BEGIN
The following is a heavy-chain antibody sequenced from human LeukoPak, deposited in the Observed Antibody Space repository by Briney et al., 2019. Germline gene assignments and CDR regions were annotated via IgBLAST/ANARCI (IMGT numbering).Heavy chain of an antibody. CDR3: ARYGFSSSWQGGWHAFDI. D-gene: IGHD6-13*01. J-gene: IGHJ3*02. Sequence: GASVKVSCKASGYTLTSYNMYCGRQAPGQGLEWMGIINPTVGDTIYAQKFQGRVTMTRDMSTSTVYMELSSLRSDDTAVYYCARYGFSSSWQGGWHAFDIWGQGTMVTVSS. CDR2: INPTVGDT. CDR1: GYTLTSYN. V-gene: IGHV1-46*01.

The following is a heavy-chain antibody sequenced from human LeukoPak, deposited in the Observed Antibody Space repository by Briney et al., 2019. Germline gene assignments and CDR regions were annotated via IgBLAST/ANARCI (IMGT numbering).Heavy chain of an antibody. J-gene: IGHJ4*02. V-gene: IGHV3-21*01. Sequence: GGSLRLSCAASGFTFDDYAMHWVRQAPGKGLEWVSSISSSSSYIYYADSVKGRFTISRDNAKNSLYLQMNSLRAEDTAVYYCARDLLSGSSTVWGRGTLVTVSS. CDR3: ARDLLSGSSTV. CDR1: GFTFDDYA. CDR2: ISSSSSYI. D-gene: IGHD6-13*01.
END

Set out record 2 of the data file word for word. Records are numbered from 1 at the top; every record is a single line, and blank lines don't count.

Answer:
The following is a heavy-chain antibody sequenced from human LeukoPak, deposited in the Observed Antibody Space repository by Briney et al., 2019. Germline gene assignments and CDR regions were annotated via IgBLAST/ANARCI (IMGT numbering).Heavy chain of an antibody. J-gene: IGHJ4*02. V-gene: IGHV3-21*01. Sequence: GGSLRLSCAASGFTFDDYAMHWVRQAPGKGLEWVSSISSSSSYIYYADSVKGRFTISRDNAKNSLYLQMNSLRAEDTAVYYCARDLLSGSSTVWGRGTLVTVSS. CDR3: ARDLLSGSSTV. CDR1: GFTFDDYA. CDR2: ISSSSSYI. D-gene: IGHD6-13*01.